It's only right that I give you a little taste of this novel! I really liked one of the early chapters titled, "Horology" (the study of the measurement of time or the art of making clocks and watches). A dreamy, surreal clock is a centerpiece of The Night Circus and reading about it's appearance from the maker's point of view was just beautiful:
The face of the clock becomes a darker grey, and then black, with twinkling stars where the numbers had been previously. The body of the clock, which has been methodically turning itself inside out and expanding, is now entirely subtle shades of white and grey. And it is not just pieces, it is figures and objects, perfectly carved flowers and planets and tiny books with actual paper pages that turn. There is a silver dragon that curls around part of the now visible clockwork, a tiny princess in a carved tower that paces in distress, awaiting an absent prince. Teapots that pour into teacups and minuscule curls of steam that rise from them as the seconds tick. Wrapped presents open. Small cats chase small dogs. An entire game of chess is played.
Seeeee???? Detail can be tedious at times, but this is the kind of detail I love. Detail that makes the wheels in my head turn and takes me away to some place far outside my own experience.

This is my first book for Carl's RIP VI challenge, and I cannot think of a worthier novel to epitomize this cozy, magical, wonderful transition to autumn that I feel every year. To have a book mesh so nicely with my own mindset and reading wishes during this time of year was great, and I feel certain The Night Circus will earn a re-read in the next few years. Such is always my highest compliment to any book, and this one is highly deserving.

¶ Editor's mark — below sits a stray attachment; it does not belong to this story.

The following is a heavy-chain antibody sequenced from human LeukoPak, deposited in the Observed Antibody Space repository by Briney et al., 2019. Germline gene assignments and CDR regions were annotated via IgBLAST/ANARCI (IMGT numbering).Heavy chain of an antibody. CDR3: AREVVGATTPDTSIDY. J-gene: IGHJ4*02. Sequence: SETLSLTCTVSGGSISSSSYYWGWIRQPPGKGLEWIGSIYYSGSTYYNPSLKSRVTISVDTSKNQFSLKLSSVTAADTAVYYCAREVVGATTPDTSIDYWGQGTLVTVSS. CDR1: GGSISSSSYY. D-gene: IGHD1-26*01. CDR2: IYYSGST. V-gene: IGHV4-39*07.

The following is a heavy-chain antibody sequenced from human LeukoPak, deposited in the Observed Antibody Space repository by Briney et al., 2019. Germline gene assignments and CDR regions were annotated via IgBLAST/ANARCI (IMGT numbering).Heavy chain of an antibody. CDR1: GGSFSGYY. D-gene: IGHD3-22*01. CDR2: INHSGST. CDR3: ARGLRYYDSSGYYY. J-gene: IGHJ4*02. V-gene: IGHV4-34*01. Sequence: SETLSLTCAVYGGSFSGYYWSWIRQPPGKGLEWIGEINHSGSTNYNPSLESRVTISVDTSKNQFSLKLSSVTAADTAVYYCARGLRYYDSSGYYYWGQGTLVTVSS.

Rating:
Snuggle -- Skewer

Pub. Date: September 13, 2011
Publisher: Doubleday
Format: pre-publication paperback
ISBN-10: 
0385534639
Source: The wonderful folks at Doubleday provided an ARC.

19 comments:

  1. I'm so glad to see this lives up to all the hype. I hope I can get it read before the buzz gets too huge.

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  2. Yeah yeah yeah :p You'll be getting your point for this one ;) Sounds too good to pass up!!

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  3. Kathy, I hope it lives up to good word for you!

    Chris, HAHA! Victoryyyy!

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  4. I can't wait to read this book! Glad to see you loved it. I've read a little of the beginning and it grabbed me right away.

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  5. I love descriptions like that in books - they make me itch to pick up a paintbrush and try to paint them. Can't wait to try this, especially I still have no idea what to read for R.I.P....

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  6. I am going to attempt to review this in a bit. I loved it, too!